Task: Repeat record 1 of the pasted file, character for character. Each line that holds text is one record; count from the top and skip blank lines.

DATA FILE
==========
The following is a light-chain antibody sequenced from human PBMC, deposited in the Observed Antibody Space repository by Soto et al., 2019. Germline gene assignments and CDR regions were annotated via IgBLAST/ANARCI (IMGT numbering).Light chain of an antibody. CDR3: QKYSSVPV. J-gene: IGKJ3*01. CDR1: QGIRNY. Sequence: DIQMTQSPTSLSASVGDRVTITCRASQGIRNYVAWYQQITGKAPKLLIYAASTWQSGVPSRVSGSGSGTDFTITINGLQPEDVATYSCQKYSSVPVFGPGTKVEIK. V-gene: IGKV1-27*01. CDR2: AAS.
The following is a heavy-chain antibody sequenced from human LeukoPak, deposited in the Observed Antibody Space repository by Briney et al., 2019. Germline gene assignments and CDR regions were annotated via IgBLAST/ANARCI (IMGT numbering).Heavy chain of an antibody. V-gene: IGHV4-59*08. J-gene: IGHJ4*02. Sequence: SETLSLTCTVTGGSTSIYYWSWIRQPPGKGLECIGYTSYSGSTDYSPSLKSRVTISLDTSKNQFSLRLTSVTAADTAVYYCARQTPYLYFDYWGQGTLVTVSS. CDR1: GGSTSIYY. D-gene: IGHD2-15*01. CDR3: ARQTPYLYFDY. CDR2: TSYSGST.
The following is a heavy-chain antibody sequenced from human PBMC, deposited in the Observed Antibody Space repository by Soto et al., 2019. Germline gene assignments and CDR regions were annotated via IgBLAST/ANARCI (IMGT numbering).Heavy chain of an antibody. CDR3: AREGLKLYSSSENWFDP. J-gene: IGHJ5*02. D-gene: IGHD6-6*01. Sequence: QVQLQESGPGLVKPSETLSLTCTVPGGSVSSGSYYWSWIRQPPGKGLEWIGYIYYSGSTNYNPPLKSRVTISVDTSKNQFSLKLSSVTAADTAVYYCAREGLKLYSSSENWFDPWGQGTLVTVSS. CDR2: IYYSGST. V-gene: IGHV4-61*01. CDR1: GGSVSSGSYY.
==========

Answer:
The following is a light-chain antibody sequenced from human PBMC, deposited in the Observed Antibody Space repository by Soto et al., 2019. Germline gene assignments and CDR regions were annotated via IgBLAST/ANARCI (IMGT numbering).Light chain of an antibody. CDR3: QKYSSVPV. J-gene: IGKJ3*01. CDR1: QGIRNY. Sequence: DIQMTQSPTSLSASVGDRVTITCRASQGIRNYVAWYQQITGKAPKLLIYAASTWQSGVPSRVSGSGSGTDFTITINGLQPEDVATYSCQKYSSVPVFGPGTKVEIK. V-gene: IGKV1-27*01. CDR2: AAS.